Sunday, August 26, 2012

Pompei - A city covered by volcano ash

When we were in the Amalfi coast area in Italy, we visited Pompei, a city that was covered by volcano ash in 79 A.D. The volcano that erupted was Mt. Vesuvius. It covered Pompei and Herculanum. All the people perished. But their buildings stayed intact and frozen in time, until they were rediscovered in the 1700's.

Many treasures from the archeological dig are in the Naples Museum, in Naples Italy. I'll post pictures from the museum in the next post.

It was a large site, and I got lost in the Roman baths. I came out after waiting to get some pictures of the bath, and my group was gone. I walked up and down the street trying to find them. That's when I noticed that everyone in their early 20's was in a group walking around the site. I could not tell one group from the other. Except one group, a elderly group called the yellow hat group. They all were wearing yellow "Giligan's Island" type hats! I could pick them out a mile away!

I ended up walking back the way I came, and exited by the coliseum (yes Pompei had a coliseum too).
I still could not find them, so I walked around the outside of the site, and then ran into the tour leader. Thank goodness! It was hot and humid at the Pompei site! There is nothing like being lost in a dead city!

By the way, The Pompei coliseum was built before the Coliseum in Rome. After the Pompei fiasco, the  emperor of Rome wanted to give his citizens something, so he built a coliseum in Rome. It was started in 80 A.D. Must have used the Pompei one as a model!

Enjoy the pics.

The Pompei Coliseum

Detail of the coliseum walls and arches

A dedication plaque for the coliseum, written in Roman letters

Walkways to the seating area

Inside the coliseum. Some stairs were uncovered but
may remained covered by the ash

Detail of the coliseum. Even more preserved than the one
in Rome

This was a shopping area with outdoor vendors

Pompei map. I got lost at the bottom
of the map, and walked all the way to the
top of the map, where the coliseum is.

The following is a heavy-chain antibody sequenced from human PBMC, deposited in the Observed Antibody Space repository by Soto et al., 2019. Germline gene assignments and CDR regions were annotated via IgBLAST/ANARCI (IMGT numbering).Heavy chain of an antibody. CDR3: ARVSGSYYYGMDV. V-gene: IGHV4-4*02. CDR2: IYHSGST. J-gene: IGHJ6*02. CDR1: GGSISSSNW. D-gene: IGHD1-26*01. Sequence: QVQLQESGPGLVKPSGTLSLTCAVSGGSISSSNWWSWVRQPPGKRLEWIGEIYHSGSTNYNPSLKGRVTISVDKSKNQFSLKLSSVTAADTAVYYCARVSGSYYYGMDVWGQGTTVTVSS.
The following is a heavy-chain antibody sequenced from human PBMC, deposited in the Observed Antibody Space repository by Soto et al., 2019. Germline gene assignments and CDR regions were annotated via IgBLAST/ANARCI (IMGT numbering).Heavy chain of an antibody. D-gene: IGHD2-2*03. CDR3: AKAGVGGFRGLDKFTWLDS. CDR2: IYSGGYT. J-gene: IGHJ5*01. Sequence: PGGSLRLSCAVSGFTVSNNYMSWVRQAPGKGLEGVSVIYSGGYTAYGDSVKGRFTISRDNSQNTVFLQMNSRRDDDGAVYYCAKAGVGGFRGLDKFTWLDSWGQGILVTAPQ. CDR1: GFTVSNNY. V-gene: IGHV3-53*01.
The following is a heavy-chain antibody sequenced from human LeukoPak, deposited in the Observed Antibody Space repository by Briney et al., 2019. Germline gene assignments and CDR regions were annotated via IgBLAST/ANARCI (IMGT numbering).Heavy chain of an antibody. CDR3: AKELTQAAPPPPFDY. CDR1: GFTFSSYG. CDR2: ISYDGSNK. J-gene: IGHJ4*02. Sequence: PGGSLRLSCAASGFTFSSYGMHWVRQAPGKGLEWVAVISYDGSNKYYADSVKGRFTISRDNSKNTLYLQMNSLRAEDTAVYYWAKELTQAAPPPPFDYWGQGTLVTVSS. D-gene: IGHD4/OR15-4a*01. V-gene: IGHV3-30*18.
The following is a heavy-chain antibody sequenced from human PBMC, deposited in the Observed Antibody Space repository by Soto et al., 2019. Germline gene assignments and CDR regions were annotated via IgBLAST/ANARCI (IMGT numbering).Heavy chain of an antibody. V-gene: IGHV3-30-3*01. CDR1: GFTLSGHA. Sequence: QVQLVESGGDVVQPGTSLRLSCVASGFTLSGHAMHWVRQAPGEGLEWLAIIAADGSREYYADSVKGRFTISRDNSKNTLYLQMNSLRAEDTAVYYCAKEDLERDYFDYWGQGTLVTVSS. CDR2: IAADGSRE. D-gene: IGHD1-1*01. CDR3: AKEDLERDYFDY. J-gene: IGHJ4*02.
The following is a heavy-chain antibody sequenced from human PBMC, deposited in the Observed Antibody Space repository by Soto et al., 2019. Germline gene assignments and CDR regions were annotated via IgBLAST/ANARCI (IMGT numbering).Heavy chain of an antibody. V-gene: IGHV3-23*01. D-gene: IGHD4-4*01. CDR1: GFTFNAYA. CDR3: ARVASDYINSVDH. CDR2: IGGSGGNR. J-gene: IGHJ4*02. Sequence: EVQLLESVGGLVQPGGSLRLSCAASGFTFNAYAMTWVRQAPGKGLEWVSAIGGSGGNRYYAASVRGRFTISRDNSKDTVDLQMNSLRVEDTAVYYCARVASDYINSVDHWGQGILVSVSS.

The Romans used terra cotta piping to carry water to the
buildings, and remove waste from the buildings

Our tour guide is showing us a restaurant. People would
see what was cooking in the pots on the counter, and order
food from the pots.

Another view of the kitchen. Notice the painting on the back wall

This is a Roman fresco painting. It looks very similar to
the Etruscan paintings in the tombs in Tarquenia (see post).
This leads us to believe the Etruscans taught the Romans
a thing or too about design.

This is a laundry. Clothes would be thrown in the tank, water
added and a wood trowel or oar would be used to move
the clothes around

Typical narrow streets in Pompei

The inside of a rich persons home

This is the garden of the rich persons home, villa style

An outdoor theater. When we stood in the center and clapped
our hands, it echoed around the walls of the theater.

They even had seat numbers back at that time! And the seats
were made of marble. How nice!

A view from the top of the theater

Inside the Roman baths. They had an outdoor area for
sports and leisure

Another view of the outdoor area

Inside the main entrance of the baths. The ceilings had frescos
painted on them

This person was in the baths at the time of the eruption. He
turned to ash, but his body shape was preserved by the ash. They said
he was a trader who was in for a visit. He was tall so they
think he was from Africa.

This was a servant at the baths

This show the inside of a hot bath. Slaves would
light fires with wood under the floor to create the
heat in the baths.

A cool bath that was preserved. I lost my group
waiting for this shot.

Another view of the cool bath

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